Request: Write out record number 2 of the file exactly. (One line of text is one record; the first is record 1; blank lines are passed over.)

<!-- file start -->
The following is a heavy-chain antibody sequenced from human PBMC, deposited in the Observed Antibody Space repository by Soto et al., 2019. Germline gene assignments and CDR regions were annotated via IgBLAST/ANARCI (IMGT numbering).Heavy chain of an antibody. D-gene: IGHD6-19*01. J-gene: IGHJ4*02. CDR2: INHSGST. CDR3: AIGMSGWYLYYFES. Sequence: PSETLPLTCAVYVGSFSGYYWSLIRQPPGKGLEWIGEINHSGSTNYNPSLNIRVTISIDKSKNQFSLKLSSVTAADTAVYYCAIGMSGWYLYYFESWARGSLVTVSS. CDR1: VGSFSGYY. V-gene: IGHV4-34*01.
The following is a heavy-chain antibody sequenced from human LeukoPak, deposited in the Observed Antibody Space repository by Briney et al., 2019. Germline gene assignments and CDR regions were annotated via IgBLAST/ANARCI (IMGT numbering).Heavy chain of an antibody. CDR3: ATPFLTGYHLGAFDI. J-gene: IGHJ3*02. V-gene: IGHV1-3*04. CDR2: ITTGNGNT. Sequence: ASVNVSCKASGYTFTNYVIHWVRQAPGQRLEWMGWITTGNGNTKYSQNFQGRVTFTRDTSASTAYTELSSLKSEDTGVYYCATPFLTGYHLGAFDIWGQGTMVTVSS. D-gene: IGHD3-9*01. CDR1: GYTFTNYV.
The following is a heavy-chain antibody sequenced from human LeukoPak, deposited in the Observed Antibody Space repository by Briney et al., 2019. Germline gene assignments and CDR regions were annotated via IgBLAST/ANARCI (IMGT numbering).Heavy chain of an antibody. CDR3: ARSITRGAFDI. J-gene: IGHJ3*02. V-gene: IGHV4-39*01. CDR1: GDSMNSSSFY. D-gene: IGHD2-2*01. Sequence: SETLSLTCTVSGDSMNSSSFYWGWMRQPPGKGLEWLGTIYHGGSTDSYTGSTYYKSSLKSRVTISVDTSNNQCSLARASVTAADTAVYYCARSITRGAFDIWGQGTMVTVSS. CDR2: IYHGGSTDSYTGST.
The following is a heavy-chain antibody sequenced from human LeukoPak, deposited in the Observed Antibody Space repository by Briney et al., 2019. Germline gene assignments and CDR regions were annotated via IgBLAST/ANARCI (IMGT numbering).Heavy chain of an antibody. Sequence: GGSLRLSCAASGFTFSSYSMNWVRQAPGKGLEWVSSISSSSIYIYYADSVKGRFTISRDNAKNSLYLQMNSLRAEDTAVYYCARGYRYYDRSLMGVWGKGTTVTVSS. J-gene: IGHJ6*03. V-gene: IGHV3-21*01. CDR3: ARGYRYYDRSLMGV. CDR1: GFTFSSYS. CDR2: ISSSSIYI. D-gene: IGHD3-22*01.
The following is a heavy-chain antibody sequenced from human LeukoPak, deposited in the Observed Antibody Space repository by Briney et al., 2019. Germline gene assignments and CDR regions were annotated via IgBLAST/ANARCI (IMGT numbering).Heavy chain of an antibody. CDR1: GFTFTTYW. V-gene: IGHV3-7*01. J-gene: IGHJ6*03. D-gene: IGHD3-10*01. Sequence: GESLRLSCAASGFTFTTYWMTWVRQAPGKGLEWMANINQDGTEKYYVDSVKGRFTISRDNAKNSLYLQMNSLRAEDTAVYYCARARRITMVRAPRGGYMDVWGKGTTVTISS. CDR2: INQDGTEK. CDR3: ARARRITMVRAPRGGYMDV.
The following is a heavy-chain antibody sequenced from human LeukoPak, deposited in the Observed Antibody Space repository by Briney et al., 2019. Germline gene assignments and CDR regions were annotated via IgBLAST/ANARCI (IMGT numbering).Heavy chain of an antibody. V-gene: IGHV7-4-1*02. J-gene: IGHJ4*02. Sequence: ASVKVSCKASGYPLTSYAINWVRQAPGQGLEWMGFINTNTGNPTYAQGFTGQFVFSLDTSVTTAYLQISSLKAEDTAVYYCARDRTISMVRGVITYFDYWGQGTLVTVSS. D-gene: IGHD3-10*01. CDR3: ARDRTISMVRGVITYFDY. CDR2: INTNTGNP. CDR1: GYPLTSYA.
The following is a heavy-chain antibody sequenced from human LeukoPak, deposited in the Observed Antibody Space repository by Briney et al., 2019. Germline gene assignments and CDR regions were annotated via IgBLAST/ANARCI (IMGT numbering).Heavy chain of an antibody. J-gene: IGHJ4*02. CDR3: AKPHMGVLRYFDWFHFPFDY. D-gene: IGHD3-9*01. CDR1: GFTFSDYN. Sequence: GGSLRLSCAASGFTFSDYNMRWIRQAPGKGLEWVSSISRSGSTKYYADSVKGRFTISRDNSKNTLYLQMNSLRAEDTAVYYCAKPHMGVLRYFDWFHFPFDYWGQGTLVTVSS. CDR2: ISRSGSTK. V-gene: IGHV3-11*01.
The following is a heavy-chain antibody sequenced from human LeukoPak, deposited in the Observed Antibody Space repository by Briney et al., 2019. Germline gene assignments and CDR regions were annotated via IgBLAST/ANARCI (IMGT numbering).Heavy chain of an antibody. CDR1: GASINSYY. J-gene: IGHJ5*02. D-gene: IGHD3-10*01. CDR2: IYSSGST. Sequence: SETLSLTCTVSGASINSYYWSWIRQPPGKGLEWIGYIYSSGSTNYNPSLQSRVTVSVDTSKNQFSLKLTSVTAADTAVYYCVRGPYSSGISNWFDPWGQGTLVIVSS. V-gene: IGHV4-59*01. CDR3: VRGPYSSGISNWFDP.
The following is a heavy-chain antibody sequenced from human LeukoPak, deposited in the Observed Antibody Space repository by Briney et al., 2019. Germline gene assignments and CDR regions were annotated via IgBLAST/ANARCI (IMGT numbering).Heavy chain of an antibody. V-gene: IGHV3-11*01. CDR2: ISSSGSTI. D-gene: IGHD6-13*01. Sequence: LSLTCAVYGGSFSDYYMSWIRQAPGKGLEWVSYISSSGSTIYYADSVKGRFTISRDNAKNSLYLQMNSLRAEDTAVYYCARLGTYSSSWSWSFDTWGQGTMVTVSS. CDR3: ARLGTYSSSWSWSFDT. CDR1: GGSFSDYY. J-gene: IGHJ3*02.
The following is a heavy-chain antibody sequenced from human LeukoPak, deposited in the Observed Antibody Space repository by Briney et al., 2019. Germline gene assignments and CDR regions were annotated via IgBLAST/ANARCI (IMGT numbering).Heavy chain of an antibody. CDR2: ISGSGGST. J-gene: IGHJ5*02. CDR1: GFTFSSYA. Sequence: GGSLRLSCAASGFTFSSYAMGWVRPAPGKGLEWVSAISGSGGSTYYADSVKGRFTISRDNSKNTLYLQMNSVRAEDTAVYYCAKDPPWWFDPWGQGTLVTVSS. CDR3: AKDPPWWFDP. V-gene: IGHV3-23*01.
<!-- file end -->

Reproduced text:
The following is a heavy-chain antibody sequenced from human LeukoPak, deposited in the Observed Antibody Space repository by Briney et al., 2019. Germline gene assignments and CDR regions were annotated via IgBLAST/ANARCI (IMGT numbering).Heavy chain of an antibody. CDR3: ATPFLTGYHLGAFDI. J-gene: IGHJ3*02. V-gene: IGHV1-3*04. CDR2: ITTGNGNT. Sequence: ASVNVSCKASGYTFTNYVIHWVRQAPGQRLEWMGWITTGNGNTKYSQNFQGRVTFTRDTSASTAYTELSSLKSEDTGVYYCATPFLTGYHLGAFDIWGQGTMVTVSS. D-gene: IGHD3-9*01. CDR1: GYTFTNYV.